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History of the Space Shuttle Program

            Have you wanted to know what's inside a gift wrapped box? For centuries, people have felt that same curiosity towards space. Even before rockets and spaceships, people have dreamed about exploring and flying into space. Now with modern technology, this dream has become a reality. #An example is NASA's Space Shuttle program, which is an ongoing endeavor, started in the early 1970s, that had created the world's first reusable spacecraft, and the first spacecraft capable of carrying large satellites both to and from (low) Earth orbit. .
             Born in 1968 at the height of the Apollo program, the Space Shuttle was designed to fulfill two basic roles in NASA post-Apollo manned flight objectives. The first goal of the Space Shuttle program was to provide NASA with an efficient, re-usable method of carrying astronauts to and from a permanently manned space station. At the time, NASA envisioned a space station which would be staffed by 12 to 24 people. The space station was intended to assure a permanent manned U.S. presence in space following the Apollo lunar landings. The space station would support scientific research objectives, plus act as an engineering and support base for manned journeys to the planets. In addition, NASA believed that Space Shuttles could serve as multi-purpose satellite delivery vehicles with the potential to completely replace Atlas-Centaur, Delta and Titan rockets.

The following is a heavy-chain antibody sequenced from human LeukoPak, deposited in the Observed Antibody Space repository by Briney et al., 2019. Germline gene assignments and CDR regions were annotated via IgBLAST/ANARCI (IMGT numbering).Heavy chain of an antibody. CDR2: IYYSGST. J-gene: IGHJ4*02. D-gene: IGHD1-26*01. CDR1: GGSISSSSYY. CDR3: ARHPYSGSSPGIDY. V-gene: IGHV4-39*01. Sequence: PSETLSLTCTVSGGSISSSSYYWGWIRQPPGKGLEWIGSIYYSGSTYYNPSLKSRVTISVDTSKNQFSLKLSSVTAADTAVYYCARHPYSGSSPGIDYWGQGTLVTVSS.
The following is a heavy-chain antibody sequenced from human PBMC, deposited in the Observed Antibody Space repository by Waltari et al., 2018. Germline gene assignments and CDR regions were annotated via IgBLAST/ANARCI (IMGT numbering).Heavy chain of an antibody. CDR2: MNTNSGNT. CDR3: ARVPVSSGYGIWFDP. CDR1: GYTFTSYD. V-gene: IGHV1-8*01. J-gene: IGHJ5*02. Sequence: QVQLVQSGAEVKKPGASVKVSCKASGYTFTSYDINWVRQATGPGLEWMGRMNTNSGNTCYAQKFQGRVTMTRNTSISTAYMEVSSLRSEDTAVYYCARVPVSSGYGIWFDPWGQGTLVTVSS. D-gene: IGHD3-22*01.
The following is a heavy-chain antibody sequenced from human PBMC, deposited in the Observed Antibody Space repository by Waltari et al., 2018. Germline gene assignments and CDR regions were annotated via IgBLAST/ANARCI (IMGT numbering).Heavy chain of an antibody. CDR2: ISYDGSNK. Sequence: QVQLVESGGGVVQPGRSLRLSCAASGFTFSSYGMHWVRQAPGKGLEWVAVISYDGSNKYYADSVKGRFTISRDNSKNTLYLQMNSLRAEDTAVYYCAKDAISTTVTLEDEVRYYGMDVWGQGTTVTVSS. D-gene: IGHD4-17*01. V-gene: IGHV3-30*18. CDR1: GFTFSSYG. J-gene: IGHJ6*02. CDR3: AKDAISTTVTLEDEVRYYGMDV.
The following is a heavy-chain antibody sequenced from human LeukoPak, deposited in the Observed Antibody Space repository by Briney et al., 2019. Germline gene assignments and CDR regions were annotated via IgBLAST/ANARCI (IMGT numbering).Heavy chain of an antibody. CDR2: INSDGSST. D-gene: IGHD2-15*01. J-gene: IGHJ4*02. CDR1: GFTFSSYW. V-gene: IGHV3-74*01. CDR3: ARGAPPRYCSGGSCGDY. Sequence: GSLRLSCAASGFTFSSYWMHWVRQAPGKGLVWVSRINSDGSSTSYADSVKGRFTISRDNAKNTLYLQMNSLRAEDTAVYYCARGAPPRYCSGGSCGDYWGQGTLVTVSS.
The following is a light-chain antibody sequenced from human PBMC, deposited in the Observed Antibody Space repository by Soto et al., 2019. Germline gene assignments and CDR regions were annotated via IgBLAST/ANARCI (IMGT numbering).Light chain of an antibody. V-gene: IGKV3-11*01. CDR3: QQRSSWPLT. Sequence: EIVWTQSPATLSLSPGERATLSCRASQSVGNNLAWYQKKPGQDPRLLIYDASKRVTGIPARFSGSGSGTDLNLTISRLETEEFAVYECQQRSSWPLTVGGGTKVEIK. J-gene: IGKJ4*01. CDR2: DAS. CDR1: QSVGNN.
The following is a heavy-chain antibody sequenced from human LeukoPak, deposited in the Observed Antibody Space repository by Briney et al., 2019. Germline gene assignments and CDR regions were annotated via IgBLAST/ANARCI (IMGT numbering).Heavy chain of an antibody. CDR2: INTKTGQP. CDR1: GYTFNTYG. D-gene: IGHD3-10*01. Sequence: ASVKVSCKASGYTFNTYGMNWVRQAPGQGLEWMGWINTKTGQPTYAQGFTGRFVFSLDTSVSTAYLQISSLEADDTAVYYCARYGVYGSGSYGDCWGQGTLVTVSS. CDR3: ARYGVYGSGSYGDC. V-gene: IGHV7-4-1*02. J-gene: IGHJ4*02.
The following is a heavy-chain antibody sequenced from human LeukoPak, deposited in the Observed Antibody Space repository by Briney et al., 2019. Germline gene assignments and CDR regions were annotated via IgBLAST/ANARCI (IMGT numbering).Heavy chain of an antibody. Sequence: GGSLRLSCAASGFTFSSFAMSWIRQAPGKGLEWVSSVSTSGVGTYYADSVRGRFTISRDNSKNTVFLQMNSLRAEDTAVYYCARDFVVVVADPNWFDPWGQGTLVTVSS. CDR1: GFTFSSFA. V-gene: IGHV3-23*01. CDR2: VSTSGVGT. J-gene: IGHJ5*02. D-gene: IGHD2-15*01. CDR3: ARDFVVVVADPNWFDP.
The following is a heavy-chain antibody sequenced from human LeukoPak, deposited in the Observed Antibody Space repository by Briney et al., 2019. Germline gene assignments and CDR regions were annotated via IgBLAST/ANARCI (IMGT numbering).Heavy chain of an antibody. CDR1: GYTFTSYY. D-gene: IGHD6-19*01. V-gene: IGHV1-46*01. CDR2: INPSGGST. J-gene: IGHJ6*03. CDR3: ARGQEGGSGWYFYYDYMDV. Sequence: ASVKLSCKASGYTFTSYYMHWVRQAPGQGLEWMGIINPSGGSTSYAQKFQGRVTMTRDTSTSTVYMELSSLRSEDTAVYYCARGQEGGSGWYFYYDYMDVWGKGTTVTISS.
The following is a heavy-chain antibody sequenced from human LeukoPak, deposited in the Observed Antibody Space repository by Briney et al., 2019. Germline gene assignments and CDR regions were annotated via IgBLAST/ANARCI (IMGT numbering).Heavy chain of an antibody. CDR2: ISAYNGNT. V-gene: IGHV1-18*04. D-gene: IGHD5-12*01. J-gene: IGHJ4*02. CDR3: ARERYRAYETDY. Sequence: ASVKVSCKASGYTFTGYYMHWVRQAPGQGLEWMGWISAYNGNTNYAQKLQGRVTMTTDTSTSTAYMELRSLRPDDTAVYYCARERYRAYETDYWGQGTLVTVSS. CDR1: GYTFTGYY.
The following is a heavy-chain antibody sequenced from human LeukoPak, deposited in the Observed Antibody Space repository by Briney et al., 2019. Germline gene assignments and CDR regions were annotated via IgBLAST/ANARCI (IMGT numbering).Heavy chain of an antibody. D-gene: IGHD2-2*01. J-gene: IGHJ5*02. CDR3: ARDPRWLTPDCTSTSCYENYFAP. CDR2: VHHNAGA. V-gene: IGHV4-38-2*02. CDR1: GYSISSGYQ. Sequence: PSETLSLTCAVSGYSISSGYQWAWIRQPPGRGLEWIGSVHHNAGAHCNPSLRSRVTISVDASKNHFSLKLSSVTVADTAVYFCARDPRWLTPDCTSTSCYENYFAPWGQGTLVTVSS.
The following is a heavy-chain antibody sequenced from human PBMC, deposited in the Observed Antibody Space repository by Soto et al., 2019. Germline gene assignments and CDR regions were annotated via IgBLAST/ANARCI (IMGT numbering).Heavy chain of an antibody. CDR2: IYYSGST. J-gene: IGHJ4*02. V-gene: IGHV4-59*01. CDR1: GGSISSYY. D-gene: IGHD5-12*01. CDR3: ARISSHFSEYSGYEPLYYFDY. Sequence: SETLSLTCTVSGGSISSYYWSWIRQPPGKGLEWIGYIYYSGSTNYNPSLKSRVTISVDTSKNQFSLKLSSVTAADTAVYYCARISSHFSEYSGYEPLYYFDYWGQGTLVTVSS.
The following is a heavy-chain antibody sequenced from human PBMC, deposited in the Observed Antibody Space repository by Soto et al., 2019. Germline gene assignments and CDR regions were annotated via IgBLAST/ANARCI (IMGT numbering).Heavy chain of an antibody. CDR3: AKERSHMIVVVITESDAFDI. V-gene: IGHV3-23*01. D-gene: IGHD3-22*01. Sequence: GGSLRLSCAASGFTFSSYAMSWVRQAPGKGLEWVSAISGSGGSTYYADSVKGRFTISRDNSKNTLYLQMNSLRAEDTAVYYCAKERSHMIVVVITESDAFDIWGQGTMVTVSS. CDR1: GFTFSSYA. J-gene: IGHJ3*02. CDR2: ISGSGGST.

Unlike other spacecrafts that are used only once, each space shuttle can make up to one hundred flights into space. Its goal is to provide cheap rides to space for people and cargo. Of course, history would prove otherwise. That was one of the first priorities NASA had in mind when they made the design for the shuttle. The first rockets built for space were expensive and only one-thirtieth of the parts were ever returned to Earth. In reality, many changes have been made to the first concept of the Space Shuttle At first NASA's planned concept for the Space Shuttle called for a smaller manned winged vehicle to sit on top a larger manned winged vehicle.

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